Boiling the water is a great place to insert some science. You can talk about the properties of water. Ask your little learner what happens when water gets cold and when it gets hot. Ask them to make predictions about what will happen when you add heat. You can even do a time exploration by making predictions about how long they think it will take for the water to boil.

Bring in some more science with the cheese sauce. Discuss how cheese is a solid (another place to insert some science vocabulary). Then ask them what they think will happen when you add the cheese to the heat.

Finally, you can wrap up this mini lesson with setting the table. Have your little one count how many cups, plates, and forks you will need for dinner. Let them set the table and count as they do each place setting.

Sharing a meal is a powerful thing. According to The Family Dinner Project, sharing regular meals with family reduces substance abuse and depression, while promoting higher grade point averages and boosting self-esteem. 

MASSIVE thanks to Todd for sharing his home, his food, and his friendship! Check out Todd Parr for all things Todd! 

                                            -Ms. Giannini

Start With Hello Week


February 6th through 10th is Start With Hello Week. This week is meant to empower young people to create a culture of inclusion and collectiveness. If you visit the Sandy Hook Promise page you can see activities, lessons, and ideas for children in grades 2-12.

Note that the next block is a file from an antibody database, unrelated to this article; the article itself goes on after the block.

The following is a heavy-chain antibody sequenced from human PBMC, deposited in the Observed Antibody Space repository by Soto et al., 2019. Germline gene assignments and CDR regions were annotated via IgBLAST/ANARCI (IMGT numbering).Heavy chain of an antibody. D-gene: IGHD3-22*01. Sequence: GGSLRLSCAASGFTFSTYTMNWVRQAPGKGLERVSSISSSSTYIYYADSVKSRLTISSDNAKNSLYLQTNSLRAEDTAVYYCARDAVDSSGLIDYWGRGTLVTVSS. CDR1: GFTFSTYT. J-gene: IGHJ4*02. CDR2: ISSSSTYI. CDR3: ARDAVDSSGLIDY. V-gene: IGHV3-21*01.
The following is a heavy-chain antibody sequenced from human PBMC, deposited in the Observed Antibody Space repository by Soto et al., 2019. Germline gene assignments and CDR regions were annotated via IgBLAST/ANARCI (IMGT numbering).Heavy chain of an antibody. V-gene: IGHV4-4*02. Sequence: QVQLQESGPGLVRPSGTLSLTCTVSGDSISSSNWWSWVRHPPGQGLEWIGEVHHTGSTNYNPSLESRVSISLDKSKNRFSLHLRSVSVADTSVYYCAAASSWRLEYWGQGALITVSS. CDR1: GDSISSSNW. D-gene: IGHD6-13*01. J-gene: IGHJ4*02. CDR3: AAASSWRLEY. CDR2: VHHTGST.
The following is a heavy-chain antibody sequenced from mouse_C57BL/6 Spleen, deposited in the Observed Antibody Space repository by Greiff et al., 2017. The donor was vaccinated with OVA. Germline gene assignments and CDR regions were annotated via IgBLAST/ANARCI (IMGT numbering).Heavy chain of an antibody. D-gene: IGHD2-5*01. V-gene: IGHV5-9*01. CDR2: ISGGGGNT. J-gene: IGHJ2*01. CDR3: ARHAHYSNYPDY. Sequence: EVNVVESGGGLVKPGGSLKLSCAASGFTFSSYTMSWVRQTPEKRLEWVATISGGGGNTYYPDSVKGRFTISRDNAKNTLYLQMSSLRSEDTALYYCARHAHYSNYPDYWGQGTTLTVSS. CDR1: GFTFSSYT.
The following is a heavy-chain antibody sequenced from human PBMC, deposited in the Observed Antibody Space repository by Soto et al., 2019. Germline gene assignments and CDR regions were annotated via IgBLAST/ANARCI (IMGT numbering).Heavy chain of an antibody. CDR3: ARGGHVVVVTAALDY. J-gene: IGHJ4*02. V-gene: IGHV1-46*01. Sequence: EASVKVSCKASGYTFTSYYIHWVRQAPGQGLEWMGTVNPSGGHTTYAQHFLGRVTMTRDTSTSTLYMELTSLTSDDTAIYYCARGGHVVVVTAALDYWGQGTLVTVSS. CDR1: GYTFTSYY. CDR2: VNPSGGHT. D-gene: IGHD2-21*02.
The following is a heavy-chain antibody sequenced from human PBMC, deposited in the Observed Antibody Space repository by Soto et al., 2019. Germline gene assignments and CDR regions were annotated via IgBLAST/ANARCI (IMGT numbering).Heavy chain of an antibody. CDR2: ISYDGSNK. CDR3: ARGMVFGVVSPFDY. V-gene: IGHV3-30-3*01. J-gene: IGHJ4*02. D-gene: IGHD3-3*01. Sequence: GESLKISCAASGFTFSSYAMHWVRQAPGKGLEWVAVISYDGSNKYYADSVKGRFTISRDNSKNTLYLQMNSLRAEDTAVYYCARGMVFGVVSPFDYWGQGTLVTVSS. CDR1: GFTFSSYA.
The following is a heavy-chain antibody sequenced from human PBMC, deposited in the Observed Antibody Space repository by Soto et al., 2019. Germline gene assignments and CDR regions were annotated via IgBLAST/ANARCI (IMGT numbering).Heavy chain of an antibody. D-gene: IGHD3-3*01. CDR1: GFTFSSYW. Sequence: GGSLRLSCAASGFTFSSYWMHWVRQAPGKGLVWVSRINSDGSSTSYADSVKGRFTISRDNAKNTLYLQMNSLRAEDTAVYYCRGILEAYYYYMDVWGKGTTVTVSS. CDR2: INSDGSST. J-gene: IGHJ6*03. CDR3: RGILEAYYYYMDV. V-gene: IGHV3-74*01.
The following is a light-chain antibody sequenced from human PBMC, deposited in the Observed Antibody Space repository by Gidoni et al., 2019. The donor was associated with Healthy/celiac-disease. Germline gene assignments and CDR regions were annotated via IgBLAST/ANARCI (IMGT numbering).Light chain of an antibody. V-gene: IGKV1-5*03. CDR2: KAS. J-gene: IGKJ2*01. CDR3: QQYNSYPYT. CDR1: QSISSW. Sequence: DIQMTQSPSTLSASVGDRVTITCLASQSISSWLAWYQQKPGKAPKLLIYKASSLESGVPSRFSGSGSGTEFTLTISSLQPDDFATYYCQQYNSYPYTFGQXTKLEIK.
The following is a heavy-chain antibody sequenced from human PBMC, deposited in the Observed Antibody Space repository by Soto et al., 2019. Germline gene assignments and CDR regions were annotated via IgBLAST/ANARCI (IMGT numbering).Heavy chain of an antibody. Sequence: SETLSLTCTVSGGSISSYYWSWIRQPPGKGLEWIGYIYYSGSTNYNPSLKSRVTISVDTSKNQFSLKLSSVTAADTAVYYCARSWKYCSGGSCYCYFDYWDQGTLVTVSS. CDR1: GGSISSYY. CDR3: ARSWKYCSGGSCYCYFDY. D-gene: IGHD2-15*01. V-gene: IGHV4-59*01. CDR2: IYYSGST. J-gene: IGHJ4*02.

This is an amazing message and one that you can do with preschools too. Here are some of my favorite activities and books to encourage friendship, inclusion and acceptance.

Art: Create a mural with a twist. First, the mural doesn’t have to be anything massive. A large piece of paper, enough for at least 5 kids to work on at a time, will work just fine. You also can use any medium you want. From crayons and pencils to loose parts from Dump Day, let the kids select and go at it. Here is where the twist comes in. Create a boundary for the kids to work in. This encourages the children to talk and negotiate the space. What results is amazing communication and a sweet art piece.

Large Motor: Parachute Play! Nothing says team work more than trying to get twenty children to lift a parachute at the same time. Up the ante by adding a ball. Work together to see how high you can toss the ball in the air. Don’t have a parachute? Use a flat sheet.

Rug Time: Have discussions with the little ones about Why we say Hello. Discuss how being greeted makes us feel, and how it feels when we aren’t greeted. You can totally throw in some role playing here! Assign “greeters” for the class.  Have different children everyday say, “good morning” to each child as they enter the space. Throw in some languages by teaching them a different way to say hello each day.

Math: Have the kids keep a tally of how many people they said “hi” to. You may want to keep a time limit on this. For example; how many people they said hi to at recess.